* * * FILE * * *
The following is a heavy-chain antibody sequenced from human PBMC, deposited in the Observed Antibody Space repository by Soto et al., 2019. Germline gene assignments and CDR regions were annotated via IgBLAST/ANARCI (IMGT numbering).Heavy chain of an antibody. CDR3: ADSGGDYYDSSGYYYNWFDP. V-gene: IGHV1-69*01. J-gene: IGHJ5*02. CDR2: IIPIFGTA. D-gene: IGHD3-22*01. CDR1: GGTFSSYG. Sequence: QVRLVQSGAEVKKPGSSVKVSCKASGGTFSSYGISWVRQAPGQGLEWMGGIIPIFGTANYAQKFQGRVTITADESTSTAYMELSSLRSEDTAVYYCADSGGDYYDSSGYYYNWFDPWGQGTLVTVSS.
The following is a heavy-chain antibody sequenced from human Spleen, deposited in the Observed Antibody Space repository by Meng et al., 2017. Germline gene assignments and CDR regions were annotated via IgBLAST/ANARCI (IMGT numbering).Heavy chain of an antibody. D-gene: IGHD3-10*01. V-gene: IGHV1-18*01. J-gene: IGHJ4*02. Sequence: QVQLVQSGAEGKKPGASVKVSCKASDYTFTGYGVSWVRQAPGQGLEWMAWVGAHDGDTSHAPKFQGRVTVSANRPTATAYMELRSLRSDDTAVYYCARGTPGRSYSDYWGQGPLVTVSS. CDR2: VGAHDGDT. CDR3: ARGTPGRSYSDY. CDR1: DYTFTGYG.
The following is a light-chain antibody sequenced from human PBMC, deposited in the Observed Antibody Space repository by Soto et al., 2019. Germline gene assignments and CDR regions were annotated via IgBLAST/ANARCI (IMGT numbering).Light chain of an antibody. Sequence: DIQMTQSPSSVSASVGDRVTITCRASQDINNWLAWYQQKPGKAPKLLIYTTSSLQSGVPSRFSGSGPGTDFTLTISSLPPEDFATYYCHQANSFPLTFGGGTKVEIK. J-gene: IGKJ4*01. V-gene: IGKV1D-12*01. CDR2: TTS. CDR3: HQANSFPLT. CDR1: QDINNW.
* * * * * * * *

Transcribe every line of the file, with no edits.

The following is a heavy-chain antibody sequenced from human PBMC, deposited in the Observed Antibody Space repository by Soto et al., 2019. Germline gene assignments and CDR regions were annotated via IgBLAST/ANARCI (IMGT numbering).Heavy chain of an antibody. CDR3: ADSGGDYYDSSGYYYNWFDP. V-gene: IGHV1-69*01. J-gene: IGHJ5*02. CDR2: IIPIFGTA. D-gene: IGHD3-22*01. CDR1: GGTFSSYG. Sequence: QVRLVQSGAEVKKPGSSVKVSCKASGGTFSSYGISWVRQAPGQGLEWMGGIIPIFGTANYAQKFQGRVTITADESTSTAYMELSSLRSEDTAVYYCADSGGDYYDSSGYYYNWFDPWGQGTLVTVSS.
The following is a heavy-chain antibody sequenced from human Spleen, deposited in the Observed Antibody Space repository by Meng et al., 2017. Germline gene assignments and CDR regions were annotated via IgBLAST/ANARCI (IMGT numbering).Heavy chain of an antibody. D-gene: IGHD3-10*01. V-gene: IGHV1-18*01. J-gene: IGHJ4*02. Sequence: QVQLVQSGAEGKKPGASVKVSCKASDYTFTGYGVSWVRQAPGQGLEWMAWVGAHDGDTSHAPKFQGRVTVSANRPTATAYMELRSLRSDDTAVYYCARGTPGRSYSDYWGQGPLVTVSS. CDR2: VGAHDGDT. CDR3: ARGTPGRSYSDY. CDR1: DYTFTGYG.
The following is a light-chain antibody sequenced from human PBMC, deposited in the Observed Antibody Space repository by Soto et al., 2019. Germline gene assignments and CDR regions were annotated via IgBLAST/ANARCI (IMGT numbering).Light chain of an antibody. Sequence: DIQMTQSPSSVSASVGDRVTITCRASQDINNWLAWYQQKPGKAPKLLIYTTSSLQSGVPSRFSGSGPGTDFTLTISSLPPEDFATYYCHQANSFPLTFGGGTKVEIK. J-gene: IGKJ4*01. V-gene: IGKV1D-12*01. CDR2: TTS. CDR3: HQANSFPLT. CDR1: QDINNW.